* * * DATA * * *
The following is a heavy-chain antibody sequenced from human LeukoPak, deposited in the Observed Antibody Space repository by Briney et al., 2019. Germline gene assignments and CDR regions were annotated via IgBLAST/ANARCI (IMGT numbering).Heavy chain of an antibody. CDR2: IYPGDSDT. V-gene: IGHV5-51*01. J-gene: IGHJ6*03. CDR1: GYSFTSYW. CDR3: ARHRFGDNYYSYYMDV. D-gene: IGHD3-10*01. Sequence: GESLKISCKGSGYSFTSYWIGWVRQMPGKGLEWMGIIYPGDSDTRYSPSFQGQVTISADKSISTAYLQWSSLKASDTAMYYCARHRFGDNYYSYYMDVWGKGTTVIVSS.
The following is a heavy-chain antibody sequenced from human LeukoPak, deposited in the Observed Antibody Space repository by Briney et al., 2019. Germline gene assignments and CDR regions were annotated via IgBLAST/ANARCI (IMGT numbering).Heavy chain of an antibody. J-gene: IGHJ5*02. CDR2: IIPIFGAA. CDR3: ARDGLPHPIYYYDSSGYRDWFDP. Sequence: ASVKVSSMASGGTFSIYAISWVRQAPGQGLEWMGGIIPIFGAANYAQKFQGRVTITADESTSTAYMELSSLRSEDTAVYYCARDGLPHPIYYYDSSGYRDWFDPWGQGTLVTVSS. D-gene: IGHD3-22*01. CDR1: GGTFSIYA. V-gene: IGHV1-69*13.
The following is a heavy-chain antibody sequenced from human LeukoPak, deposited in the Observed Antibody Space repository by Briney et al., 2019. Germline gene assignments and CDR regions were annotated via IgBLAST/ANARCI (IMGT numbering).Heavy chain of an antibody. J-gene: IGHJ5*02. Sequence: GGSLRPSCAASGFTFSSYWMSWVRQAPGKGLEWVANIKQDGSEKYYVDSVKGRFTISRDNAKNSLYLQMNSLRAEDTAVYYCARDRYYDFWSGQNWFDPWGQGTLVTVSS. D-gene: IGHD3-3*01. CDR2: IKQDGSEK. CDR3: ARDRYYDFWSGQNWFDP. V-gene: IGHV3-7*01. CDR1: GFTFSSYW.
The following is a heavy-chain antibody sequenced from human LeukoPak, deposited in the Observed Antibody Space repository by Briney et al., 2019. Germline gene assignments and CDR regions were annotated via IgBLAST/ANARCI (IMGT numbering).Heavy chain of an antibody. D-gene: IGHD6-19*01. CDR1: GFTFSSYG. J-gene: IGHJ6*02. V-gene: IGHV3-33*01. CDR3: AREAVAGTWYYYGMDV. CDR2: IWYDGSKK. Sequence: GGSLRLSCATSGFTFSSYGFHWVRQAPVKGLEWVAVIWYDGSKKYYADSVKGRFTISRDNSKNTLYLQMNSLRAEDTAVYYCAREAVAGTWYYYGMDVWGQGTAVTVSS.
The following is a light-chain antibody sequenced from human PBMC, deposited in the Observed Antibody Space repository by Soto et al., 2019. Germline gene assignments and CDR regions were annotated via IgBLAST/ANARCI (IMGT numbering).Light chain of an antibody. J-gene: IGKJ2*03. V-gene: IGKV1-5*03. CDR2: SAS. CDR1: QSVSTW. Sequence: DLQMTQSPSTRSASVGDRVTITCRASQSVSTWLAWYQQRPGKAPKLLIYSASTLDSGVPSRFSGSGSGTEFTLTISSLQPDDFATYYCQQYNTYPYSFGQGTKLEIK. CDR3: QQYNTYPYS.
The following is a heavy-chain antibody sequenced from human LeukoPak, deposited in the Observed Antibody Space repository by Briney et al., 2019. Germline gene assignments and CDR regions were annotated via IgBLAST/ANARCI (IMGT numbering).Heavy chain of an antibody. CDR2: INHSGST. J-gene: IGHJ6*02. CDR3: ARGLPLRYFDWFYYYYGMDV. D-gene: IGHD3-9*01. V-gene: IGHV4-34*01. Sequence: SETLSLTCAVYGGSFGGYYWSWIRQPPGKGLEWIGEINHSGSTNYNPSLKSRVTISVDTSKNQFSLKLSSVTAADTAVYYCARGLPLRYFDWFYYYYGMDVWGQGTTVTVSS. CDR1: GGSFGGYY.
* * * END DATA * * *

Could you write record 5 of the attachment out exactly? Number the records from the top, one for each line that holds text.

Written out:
The following is a light-chain antibody sequenced from human PBMC, deposited in the Observed Antibody Space repository by Soto et al., 2019. Germline gene assignments and CDR regions were annotated via IgBLAST/ANARCI (IMGT numbering).Light chain of an antibody. J-gene: IGKJ2*03. V-gene: IGKV1-5*03. CDR2: SAS. CDR1: QSVSTW. Sequence: DLQMTQSPSTRSASVGDRVTITCRASQSVSTWLAWYQQRPGKAPKLLIYSASTLDSGVPSRFSGSGSGTEFTLTISSLQPDDFATYYCQQYNTYPYSFGQGTKLEIK. CDR3: QQYNTYPYS.